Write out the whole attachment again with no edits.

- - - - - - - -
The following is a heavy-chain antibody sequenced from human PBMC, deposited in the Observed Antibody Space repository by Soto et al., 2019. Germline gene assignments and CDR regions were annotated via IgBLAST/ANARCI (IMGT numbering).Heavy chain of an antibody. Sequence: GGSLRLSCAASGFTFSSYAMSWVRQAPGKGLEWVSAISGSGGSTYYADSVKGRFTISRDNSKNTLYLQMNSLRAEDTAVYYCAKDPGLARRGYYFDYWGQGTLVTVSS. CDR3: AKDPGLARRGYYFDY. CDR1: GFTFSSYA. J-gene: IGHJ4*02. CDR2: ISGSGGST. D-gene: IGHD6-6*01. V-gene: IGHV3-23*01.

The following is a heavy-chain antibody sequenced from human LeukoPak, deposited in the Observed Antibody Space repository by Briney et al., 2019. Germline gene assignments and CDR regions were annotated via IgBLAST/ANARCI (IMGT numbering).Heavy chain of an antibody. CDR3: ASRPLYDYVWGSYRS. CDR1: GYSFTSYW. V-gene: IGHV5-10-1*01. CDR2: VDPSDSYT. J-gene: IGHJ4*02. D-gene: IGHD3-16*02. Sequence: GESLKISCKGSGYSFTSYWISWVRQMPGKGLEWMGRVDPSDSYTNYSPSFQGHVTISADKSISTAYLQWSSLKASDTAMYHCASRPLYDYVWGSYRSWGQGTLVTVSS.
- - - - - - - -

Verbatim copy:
The following is a heavy-chain antibody sequenced from human PBMC, deposited in the Observed Antibody Space repository by Soto et al., 2019. Germline gene assignments and CDR regions were annotated via IgBLAST/ANARCI (IMGT numbering).Heavy chain of an antibody. Sequence: GGSLRLSCAASGFTFSSYAMSWVRQAPGKGLEWVSAISGSGGSTYYADSVKGRFTISRDNSKNTLYLQMNSLRAEDTAVYYCAKDPGLARRGYYFDYWGQGTLVTVSS. CDR3: AKDPGLARRGYYFDY. CDR1: GFTFSSYA. J-gene: IGHJ4*02. CDR2: ISGSGGST. D-gene: IGHD6-6*01. V-gene: IGHV3-23*01.

The following is a heavy-chain antibody sequenced from human LeukoPak, deposited in the Observed Antibody Space repository by Briney et al., 2019. Germline gene assignments and CDR regions were annotated via IgBLAST/ANARCI (IMGT numbering).Heavy chain of an antibody. CDR3: ASRPLYDYVWGSYRS. CDR1: GYSFTSYW. V-gene: IGHV5-10-1*01. CDR2: VDPSDSYT. J-gene: IGHJ4*02. D-gene: IGHD3-16*02. Sequence: GESLKISCKGSGYSFTSYWISWVRQMPGKGLEWMGRVDPSDSYTNYSPSFQGHVTISADKSISTAYLQWSSLKASDTAMYHCASRPLYDYVWGSYRSWGQGTLVTVSS.